The use of ceramic tile in commercial and residential construction continues to grow, despite the recent economic slowdown. There are many reasons for this trend:
- facturing improvements have kept the price affordable.
- Design capability and color selection is limitless.
- Long life cycle and durability add value to the home.
- Trends in construction (expanding kitchens, baths and other areas where ceramic tile is desired).
- Larger formats and fewer grout lines.
- Low required maintenance.
- Improvements in installation materials performance.
Think about it for a minute: Where would our industry be if backerboard had never been invented? Or epoxy grout that is easy to work with? Self-leveling patches and underlayments? Innovations in tools? You get the picture.
One of the most important technological improvements over the years has to do with controlling the transmission of sound. The explosion of high-rise commercial and residential multi-family construction in coastal and urban areas, coupled with an increasing trend to revitalize city development by building projects to spur downtown investment and growth, presents significant opportunity to our trade. The problem lies with controlling noise.
It is quite common now to see products being advertised as ideal for providing sound abatement to a structure. Before choosing a system or jumping into a project you may lack sufficient knowledge in, I suggest doing some research on it. The problem has some complexities that beg simplification.
Sound Rated Floors in TCA HandbookTo better educate yourself, consider purchasing the TCA Handbook for the installation of ceramic tile (www.tileusa.com). Located on pages 77 and 78 of the 2007 edition, the Handbook explains what sound control is as it relates to the tile industry. The following are some highlights of the information you can find in this valuable reference tool. It is my hope this will spur you to research the situation in more detail.
STC and IICThere are two different sets of rating systems used to determine sound transmission. STC refers to Sound Transmission Class and would include measuring sound as it travels through building elements such as wall or floor systems. Voices, radio and television are examples of the type of sound being measured in an STC rating system.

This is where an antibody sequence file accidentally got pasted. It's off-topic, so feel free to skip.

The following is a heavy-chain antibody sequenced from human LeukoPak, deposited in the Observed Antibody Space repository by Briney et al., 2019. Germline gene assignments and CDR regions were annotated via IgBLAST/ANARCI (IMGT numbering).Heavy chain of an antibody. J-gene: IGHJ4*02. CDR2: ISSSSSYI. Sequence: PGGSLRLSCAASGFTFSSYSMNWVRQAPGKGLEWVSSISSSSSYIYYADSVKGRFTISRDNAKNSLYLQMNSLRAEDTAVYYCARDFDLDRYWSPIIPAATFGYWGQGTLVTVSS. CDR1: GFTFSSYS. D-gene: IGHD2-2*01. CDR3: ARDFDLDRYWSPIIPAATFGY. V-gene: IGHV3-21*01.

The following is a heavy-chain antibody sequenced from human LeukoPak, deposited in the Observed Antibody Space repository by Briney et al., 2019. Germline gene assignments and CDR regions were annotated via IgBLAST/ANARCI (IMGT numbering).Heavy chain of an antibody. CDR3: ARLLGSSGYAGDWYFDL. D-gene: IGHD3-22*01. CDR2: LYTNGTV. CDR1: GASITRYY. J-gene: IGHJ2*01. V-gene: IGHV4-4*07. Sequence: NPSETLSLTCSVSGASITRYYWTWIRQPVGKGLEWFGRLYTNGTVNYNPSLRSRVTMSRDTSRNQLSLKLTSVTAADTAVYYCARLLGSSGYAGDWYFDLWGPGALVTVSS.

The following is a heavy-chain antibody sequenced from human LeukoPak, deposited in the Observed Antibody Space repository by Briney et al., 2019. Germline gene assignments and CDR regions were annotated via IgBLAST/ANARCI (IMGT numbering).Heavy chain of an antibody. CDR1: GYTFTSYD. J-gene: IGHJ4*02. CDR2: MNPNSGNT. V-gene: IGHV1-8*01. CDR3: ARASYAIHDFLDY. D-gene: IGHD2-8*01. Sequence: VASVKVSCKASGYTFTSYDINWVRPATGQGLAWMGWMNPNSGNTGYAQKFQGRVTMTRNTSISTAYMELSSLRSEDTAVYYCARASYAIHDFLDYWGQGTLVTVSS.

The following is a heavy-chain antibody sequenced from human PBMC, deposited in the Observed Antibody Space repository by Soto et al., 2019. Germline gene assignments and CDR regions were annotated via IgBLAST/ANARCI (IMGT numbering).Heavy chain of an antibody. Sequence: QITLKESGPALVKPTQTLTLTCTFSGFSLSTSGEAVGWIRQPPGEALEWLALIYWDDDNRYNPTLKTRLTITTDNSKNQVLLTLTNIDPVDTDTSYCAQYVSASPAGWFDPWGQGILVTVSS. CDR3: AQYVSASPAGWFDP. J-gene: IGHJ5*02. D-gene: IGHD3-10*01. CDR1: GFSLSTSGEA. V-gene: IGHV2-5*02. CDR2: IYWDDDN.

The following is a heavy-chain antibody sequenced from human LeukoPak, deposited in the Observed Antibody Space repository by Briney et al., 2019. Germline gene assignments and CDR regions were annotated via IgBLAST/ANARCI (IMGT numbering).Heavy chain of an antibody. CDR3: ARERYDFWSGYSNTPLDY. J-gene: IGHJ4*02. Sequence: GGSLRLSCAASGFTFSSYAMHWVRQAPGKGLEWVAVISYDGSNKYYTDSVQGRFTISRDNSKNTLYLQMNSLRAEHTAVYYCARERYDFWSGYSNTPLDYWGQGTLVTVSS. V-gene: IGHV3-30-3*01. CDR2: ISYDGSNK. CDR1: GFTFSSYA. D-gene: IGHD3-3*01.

IIC stands for Impact Insulation Class and refers to the statistical measurement standards used to quantify the transmission of impact sound energy through a floor/ceiling assembly system. Examples of this type of sound would be foot traffic, such as high heels on a floor, furniture moving, glass breaking, and more.
In most multi-family construction, there are minimum STC and IIC values that the floor/ceiling assemblies must achieve in order to meet building code standards. The most common building code standards used are the Uniform Building Code (ICC/BOCA U.B.C.) and the International Building Code (IBC). It is the responsibility of the project engineer or architect to identify the applicable code standards on a project.
A word of caution to all industry professionals is that some products that are promoted for sound control may meet the code requirements on a project, but not necessarily meet the requirements set forth by the building developer or condominium owners association. Therefore, it is important to consult this requirement in addition to understanding the local codes.
ChallengesNumerous materials comprise a system to be used for sound control. Each product is only one component of the entire assembly. The desired sound rating can be affected if any of these components is absent. Ideally, testing the assembly should take place in both the field and an accredited test laboratory. Products that promote ratings from the field only should be treated with caution. Tests should be performed both before and after installation.
Many materials that are promoted for sound control in hard surface flooring may not be suitable for direct bond tile and stone installations, as they are too compressible and do not provide proper structural support for these installations. In many cases, it is necessary to use additional reinforcing materials, such as mortar beds, backer boards, epoxy mortars and grouts and other methods to provide a structurally sound installation.
It is recommended that all products/systems to be used for sound control be subjected to ASTM C627, commonly referred to as the Robinson Floor Test, and that a minimum Residential Rating be met.
Concrete and Wood SubfloorsConcrete slabs come in a variety of thicknesses and compositions. The most commonly cited systems are either 6” or 8” concrete slabs with or without a suspended ceiling assembly. Test results vary greatly when comparing field and laboratory tests, with the field tests yielding a higher range of values than lab results. Thus, note the importance of utilizing both procedures to achieve a high rate of success.
If a suspended ceiling assembly is not specified, the most effective method to improve an Impact Insulation rating is to install a “floating floor” system. This can be done by utilizing a layer of some type of acoustically rated resilient material, followed by a layer of lightweight concrete, mortar bed, or gypsum concrete (usually 3/4” or more, depending on the material), onto which the tile or stone is to be installed.
Wood frame construction will normally have a gypsum wallboard ceiling assembly. If resilient metal channels supporting the gypsum wallboard are installed with sound-absorbing batts in the cavity, the IIC rating on a single layer subfloor will be approximately 45. A ceramic tile installation will actually lower this rating to somewhere around 40, because the tile increases noise levels at higher frequencies. If you double the thickness of the subfloor and the ceiling wallboard panels, the net effect will increase both the STC and the IIC rating.